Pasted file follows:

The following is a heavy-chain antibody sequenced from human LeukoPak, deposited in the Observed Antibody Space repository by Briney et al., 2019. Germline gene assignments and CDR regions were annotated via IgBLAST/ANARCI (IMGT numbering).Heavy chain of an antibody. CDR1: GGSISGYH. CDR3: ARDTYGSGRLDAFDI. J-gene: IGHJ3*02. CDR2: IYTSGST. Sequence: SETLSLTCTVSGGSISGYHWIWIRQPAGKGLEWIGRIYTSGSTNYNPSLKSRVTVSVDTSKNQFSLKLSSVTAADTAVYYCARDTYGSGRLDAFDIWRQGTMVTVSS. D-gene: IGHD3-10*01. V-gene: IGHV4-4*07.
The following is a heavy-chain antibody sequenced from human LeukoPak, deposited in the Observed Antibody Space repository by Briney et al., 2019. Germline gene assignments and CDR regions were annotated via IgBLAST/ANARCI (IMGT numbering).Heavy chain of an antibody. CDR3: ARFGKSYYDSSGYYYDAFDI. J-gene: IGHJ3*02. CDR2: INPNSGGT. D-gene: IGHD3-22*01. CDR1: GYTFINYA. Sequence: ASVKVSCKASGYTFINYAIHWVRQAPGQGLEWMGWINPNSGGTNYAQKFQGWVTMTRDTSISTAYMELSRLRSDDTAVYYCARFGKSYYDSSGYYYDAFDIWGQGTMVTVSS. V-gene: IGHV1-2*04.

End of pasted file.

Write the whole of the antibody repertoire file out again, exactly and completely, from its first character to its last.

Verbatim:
The following is a heavy-chain antibody sequenced from human LeukoPak, deposited in the Observed Antibody Space repository by Briney et al., 2019. Germline gene assignments and CDR regions were annotated via IgBLAST/ANARCI (IMGT numbering).Heavy chain of an antibody. CDR1: GGSISGYH. CDR3: ARDTYGSGRLDAFDI. J-gene: IGHJ3*02. CDR2: IYTSGST. Sequence: SETLSLTCTVSGGSISGYHWIWIRQPAGKGLEWIGRIYTSGSTNYNPSLKSRVTVSVDTSKNQFSLKLSSVTAADTAVYYCARDTYGSGRLDAFDIWRQGTMVTVSS. D-gene: IGHD3-10*01. V-gene: IGHV4-4*07.
The following is a heavy-chain antibody sequenced from human LeukoPak, deposited in the Observed Antibody Space repository by Briney et al., 2019. Germline gene assignments and CDR regions were annotated via IgBLAST/ANARCI (IMGT numbering).Heavy chain of an antibody. CDR3: ARFGKSYYDSSGYYYDAFDI. J-gene: IGHJ3*02. CDR2: INPNSGGT. D-gene: IGHD3-22*01. CDR1: GYTFINYA. Sequence: ASVKVSCKASGYTFINYAIHWVRQAPGQGLEWMGWINPNSGGTNYAQKFQGWVTMTRDTSISTAYMELSRLRSDDTAVYYCARFGKSYYDSSGYYYDAFDIWGQGTMVTVSS. V-gene: IGHV1-2*04.